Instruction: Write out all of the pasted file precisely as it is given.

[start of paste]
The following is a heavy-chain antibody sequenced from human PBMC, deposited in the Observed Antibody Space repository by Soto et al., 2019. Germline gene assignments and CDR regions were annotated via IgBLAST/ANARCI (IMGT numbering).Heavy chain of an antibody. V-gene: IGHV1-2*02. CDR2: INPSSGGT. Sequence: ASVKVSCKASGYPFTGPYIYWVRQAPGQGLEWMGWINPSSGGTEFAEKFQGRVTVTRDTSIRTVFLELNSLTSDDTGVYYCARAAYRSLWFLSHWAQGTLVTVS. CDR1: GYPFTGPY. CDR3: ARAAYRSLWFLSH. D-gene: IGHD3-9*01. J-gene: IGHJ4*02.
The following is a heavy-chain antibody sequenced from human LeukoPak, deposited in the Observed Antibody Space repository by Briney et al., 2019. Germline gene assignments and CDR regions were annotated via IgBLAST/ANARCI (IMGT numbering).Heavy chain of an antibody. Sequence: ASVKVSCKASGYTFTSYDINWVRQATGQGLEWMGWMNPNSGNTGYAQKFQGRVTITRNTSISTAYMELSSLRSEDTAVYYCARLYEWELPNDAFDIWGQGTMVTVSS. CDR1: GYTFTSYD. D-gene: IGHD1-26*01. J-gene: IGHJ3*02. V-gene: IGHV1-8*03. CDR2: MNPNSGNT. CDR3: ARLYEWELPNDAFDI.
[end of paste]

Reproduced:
The following is a heavy-chain antibody sequenced from human PBMC, deposited in the Observed Antibody Space repository by Soto et al., 2019. Germline gene assignments and CDR regions were annotated via IgBLAST/ANARCI (IMGT numbering).Heavy chain of an antibody. V-gene: IGHV1-2*02. CDR2: INPSSGGT. Sequence: ASVKVSCKASGYPFTGPYIYWVRQAPGQGLEWMGWINPSSGGTEFAEKFQGRVTVTRDTSIRTVFLELNSLTSDDTGVYYCARAAYRSLWFLSHWAQGTLVTVS. CDR1: GYPFTGPY. CDR3: ARAAYRSLWFLSH. D-gene: IGHD3-9*01. J-gene: IGHJ4*02.
The following is a heavy-chain antibody sequenced from human LeukoPak, deposited in the Observed Antibody Space repository by Briney et al., 2019. Germline gene assignments and CDR regions were annotated via IgBLAST/ANARCI (IMGT numbering).Heavy chain of an antibody. Sequence: ASVKVSCKASGYTFTSYDINWVRQATGQGLEWMGWMNPNSGNTGYAQKFQGRVTITRNTSISTAYMELSSLRSEDTAVYYCARLYEWELPNDAFDIWGQGTMVTVSS. CDR1: GYTFTSYD. D-gene: IGHD1-26*01. J-gene: IGHJ3*02. V-gene: IGHV1-8*03. CDR2: MNPNSGNT. CDR3: ARLYEWELPNDAFDI.